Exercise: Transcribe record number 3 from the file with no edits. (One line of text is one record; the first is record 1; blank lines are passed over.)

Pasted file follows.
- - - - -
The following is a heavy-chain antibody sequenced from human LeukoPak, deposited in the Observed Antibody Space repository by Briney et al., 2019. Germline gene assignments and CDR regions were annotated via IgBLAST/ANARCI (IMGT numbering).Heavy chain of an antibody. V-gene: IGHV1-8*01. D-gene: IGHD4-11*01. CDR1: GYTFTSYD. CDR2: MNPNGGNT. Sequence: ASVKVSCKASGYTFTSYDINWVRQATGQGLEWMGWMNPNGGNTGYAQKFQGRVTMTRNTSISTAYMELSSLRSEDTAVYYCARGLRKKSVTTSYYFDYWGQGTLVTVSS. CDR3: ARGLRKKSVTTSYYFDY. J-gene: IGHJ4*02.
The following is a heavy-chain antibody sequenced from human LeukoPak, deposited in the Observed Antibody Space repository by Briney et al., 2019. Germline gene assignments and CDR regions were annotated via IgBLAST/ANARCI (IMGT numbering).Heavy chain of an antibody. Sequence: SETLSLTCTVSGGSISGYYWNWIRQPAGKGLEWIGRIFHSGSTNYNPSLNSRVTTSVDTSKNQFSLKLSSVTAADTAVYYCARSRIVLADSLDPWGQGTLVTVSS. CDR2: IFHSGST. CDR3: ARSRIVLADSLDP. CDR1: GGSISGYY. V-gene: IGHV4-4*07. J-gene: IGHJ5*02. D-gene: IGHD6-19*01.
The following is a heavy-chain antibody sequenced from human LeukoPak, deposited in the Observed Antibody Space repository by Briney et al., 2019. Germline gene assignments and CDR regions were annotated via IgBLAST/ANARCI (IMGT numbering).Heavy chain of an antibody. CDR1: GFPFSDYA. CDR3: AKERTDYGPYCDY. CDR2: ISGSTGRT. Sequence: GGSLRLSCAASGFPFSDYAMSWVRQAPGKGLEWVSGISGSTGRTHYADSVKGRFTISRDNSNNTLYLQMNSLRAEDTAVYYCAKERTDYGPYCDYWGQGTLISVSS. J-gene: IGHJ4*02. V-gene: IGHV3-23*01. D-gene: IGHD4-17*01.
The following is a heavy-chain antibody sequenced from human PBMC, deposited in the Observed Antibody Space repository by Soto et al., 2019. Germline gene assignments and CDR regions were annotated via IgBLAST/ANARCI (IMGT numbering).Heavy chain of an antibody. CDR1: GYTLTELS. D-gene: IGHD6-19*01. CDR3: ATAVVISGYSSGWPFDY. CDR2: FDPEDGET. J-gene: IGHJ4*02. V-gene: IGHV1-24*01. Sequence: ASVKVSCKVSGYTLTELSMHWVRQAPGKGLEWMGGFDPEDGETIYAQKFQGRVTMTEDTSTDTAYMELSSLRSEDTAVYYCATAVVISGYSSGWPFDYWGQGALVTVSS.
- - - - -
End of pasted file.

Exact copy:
The following is a heavy-chain antibody sequenced from human LeukoPak, deposited in the Observed Antibody Space repository by Briney et al., 2019. Germline gene assignments and CDR regions were annotated via IgBLAST/ANARCI (IMGT numbering).Heavy chain of an antibody. CDR1: GFPFSDYA. CDR3: AKERTDYGPYCDY. CDR2: ISGSTGRT. Sequence: GGSLRLSCAASGFPFSDYAMSWVRQAPGKGLEWVSGISGSTGRTHYADSVKGRFTISRDNSNNTLYLQMNSLRAEDTAVYYCAKERTDYGPYCDYWGQGTLISVSS. J-gene: IGHJ4*02. V-gene: IGHV3-23*01. D-gene: IGHD4-17*01.